To own or not to own?
So what is the better option?
As with almost everything in farming – it depends. Two producers shared their thoughts and insight on the strategies that best fit their business models.
When you’re starting from scratch, investing in a line of equipment doesn’t fit the equation for financial success. That’s the case for Michael McAndrews who farms with his parents at McAndrews Dairy LLC in Sauk Centre, Minnesota. They started their farm in 2006 and had to put all their resources into the cows and facilities. Hiring out their forage planting and harvesting was the only option.
Today, that system is mostly still in place as they grow alfalfa and corn for silage and high moisture corn. The McAndrews also grow some soybeans as a cash crop. Until three years ago, they didn’t run enough acres to justify investing in equipment and they now rent too many acres for small machinery to do the job.
“It’s a big leap to make that investment when you’re starting with no equipment,” McAndrews said.
While he does continually consider buying equipment, McAndrews explained that hiring out has some advantages:
- Budgeting. Because he pays per acre for harvesting, McAndrews knows what his bill will be for the year and can budget accordingly. He doesn’t have to worry about unplanned, expensive repair costs.
- Labor. Chopping requires a crew of people to get the job done. In McAndrews’ case, that would take people away from the cows, which have to be the top priority regardless of whether it’s time to chop. McAndrews did purchase a planter this past year. He said they can still make that work from a labor standpoint because planting only requires one person, not an entire crew.
- Speed. For both haylage and corn silage, once the harvester shows up, the job can get done fast. McAndrews said they can get 300 acres of alfalfa chopped in 36 hours, barring any weather issues. He wouldn’t be able to go that fast if he was doing it on his own, which could have big implications on forage quality.
McAndrews offered this advice for producers who must hire out for their forage harvesting.
- “Find someone that’s actually hungry for work,” he said.
If a custom harvester is only looking to pick up one or two new customers, those farms are likely to land low on the priority list. Someone who needs the work is more likely to show up on time and do a good job.
- Communication. McAndrews believes in being very clear with his expectations for forage quality. For example, he tells his custom harvester what kernel processing score he wants to see. He said, if he had it to do all over again, he might consider setting up a pay scale based on quality. In this scenario, the harvester only gets paid in full if quality standards are met.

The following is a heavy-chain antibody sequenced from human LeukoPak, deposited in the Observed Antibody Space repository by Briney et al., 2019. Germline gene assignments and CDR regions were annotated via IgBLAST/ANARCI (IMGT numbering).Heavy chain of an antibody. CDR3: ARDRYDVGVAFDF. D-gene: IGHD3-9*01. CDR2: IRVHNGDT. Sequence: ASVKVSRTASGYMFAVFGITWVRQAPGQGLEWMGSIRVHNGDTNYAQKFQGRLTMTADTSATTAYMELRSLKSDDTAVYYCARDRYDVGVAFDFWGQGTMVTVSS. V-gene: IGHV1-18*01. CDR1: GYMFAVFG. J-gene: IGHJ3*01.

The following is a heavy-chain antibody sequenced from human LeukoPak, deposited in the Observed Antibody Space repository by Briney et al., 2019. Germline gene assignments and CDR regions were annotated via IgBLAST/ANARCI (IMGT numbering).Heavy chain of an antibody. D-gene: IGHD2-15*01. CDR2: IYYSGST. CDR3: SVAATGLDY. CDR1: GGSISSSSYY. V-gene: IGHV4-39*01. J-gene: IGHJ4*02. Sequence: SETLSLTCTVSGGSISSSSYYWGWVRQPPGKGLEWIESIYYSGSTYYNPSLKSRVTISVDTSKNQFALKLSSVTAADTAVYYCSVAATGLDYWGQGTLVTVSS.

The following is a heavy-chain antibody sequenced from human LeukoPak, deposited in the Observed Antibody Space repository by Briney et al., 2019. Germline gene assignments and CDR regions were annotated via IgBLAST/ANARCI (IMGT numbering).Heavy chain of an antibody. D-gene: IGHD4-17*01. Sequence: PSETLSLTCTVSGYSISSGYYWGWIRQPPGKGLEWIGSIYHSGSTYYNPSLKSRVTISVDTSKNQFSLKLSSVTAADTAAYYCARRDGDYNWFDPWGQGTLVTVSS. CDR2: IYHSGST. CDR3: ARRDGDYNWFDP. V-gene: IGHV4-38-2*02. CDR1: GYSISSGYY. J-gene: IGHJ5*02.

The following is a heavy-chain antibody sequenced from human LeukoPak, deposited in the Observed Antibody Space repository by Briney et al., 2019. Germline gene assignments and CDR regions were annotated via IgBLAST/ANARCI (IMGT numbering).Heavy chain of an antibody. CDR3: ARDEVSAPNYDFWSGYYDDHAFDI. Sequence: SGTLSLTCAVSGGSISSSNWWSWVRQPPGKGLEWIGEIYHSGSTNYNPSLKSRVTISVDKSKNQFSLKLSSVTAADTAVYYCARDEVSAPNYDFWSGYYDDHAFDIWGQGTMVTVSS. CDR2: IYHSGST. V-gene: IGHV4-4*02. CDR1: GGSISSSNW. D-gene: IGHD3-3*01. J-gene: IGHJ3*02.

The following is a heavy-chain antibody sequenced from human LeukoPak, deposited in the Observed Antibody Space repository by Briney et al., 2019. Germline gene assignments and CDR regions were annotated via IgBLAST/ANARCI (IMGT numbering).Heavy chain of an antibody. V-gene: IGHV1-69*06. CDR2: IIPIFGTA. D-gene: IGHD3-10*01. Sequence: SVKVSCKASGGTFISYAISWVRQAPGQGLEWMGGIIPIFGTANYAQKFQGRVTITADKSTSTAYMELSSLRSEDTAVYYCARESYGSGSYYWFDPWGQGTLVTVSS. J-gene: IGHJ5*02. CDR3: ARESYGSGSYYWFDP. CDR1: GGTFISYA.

- “Don’t be scared to go with someone else if you’re not happy with quality,” McAndrews emphasized. The quality of forage you put up will affect the herd’s performance in the upcoming year. If your harvester can’t meet quality standards, it’s time to look elsewhere.
The team at Scholze Family Farms LLC in Humbird, Wisconsin controls its own forage quality destiny because the farm owns almost all its own equipment. Theo Scholze said they raise a combined total of 1,725 acres of corn for silage and grain, alfalfa, wheat, and soybeans. They do their own merging and chopping as well as combining. A neighbor owns a triple mower, so he takes care of cutting alfalfa for the Scholzes, and, in turn, they do his merging and chopping.
Scholze said the farm has always owned its own harvesting equipment, starting with his dad. The equipment line grew in proportion with the growing dairy, which now milks about 500 cows. He said it would be a lot tougher to purchase equipment outright if they didn’t already have the machinery they do.
Scholze said his team works hard to avoid major issues during harvest by performing a lot of preventative maintenance throughout the winter. Having employees who focus on maintenance also allows the Scholzes to purchase more cost-effective used equipment.
“You have to have someone who likes the equipment and is willing to invest the time in working on it,” he said.
Scholze said the farm has four employees who are dedicated to the machinery and field work, which also comes in handy during harvest because it doesn’t take any labor away from the dairy. The farm hires a few students and semi-retired neighbors to help haul wagons and cover bunkers and piles.
Scholze said he firmly believes in maximizing forage quality by hitting the ideal window for harvest. He said that’s the most valuable part of owning his own equipment – when the crop is at its peak quality, both the machinery and the crew are ready to hit the fields.
Scholze said that’s also why it works well to hire the neighbor to cut alfalfa. With a triple mower, they can get the job done quicker and with fewer people. While it makes sense for the team to chop for the neighbor, Scholze said he has no interest in expanding that side of his business to do more custom harvesting. He prefers to focus on optimal forage quality for his own herd.
“It’s always worth the time and money to maximize quality,” Scholze said. “That’s the most important goal.”